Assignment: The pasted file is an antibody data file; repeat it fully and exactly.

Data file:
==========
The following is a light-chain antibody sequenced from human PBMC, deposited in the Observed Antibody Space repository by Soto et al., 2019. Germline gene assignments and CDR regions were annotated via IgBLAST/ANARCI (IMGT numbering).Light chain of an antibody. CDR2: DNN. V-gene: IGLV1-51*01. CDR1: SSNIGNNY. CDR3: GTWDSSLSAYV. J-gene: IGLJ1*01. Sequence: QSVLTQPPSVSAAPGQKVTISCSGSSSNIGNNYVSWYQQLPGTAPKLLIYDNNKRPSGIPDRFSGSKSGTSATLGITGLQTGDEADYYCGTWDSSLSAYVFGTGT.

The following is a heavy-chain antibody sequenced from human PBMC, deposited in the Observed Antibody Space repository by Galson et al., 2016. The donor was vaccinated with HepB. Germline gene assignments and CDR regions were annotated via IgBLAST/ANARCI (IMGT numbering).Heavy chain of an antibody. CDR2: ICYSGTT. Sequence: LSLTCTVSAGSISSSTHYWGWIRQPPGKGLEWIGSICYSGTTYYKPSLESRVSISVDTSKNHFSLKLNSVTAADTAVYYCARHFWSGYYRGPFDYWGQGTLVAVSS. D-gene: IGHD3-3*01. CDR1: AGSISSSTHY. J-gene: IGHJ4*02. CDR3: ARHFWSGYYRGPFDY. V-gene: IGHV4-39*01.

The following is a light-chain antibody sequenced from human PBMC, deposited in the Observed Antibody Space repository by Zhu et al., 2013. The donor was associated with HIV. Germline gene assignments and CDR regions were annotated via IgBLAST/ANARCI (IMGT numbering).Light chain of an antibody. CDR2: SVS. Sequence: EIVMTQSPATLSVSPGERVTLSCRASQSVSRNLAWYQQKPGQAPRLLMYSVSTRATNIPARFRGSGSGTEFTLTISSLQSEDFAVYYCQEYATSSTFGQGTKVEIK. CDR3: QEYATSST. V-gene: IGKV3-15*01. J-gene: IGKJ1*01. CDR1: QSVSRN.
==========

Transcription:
The following is a light-chain antibody sequenced from human PBMC, deposited in the Observed Antibody Space repository by Soto et al., 2019. Germline gene assignments and CDR regions were annotated via IgBLAST/ANARCI (IMGT numbering).Light chain of an antibody. CDR2: DNN. V-gene: IGLV1-51*01. CDR1: SSNIGNNY. CDR3: GTWDSSLSAYV. J-gene: IGLJ1*01. Sequence: QSVLTQPPSVSAAPGQKVTISCSGSSSNIGNNYVSWYQQLPGTAPKLLIYDNNKRPSGIPDRFSGSKSGTSATLGITGLQTGDEADYYCGTWDSSLSAYVFGTGT.

The following is a heavy-chain antibody sequenced from human PBMC, deposited in the Observed Antibody Space repository by Galson et al., 2016. The donor was vaccinated with HepB. Germline gene assignments and CDR regions were annotated via IgBLAST/ANARCI (IMGT numbering).Heavy chain of an antibody. CDR2: ICYSGTT. Sequence: LSLTCTVSAGSISSSTHYWGWIRQPPGKGLEWIGSICYSGTTYYKPSLESRVSISVDTSKNHFSLKLNSVTAADTAVYYCARHFWSGYYRGPFDYWGQGTLVAVSS. D-gene: IGHD3-3*01. CDR1: AGSISSSTHY. J-gene: IGHJ4*02. CDR3: ARHFWSGYYRGPFDY. V-gene: IGHV4-39*01.

The following is a light-chain antibody sequenced from human PBMC, deposited in the Observed Antibody Space repository by Zhu et al., 2013. The donor was associated with HIV. Germline gene assignments and CDR regions were annotated via IgBLAST/ANARCI (IMGT numbering).Light chain of an antibody. CDR2: SVS. Sequence: EIVMTQSPATLSVSPGERVTLSCRASQSVSRNLAWYQQKPGQAPRLLMYSVSTRATNIPARFRGSGSGTEFTLTISSLQSEDFAVYYCQEYATSSTFGQGTKVEIK. CDR3: QEYATSST. V-gene: IGKV3-15*01. J-gene: IGKJ1*01. CDR1: QSVSRN.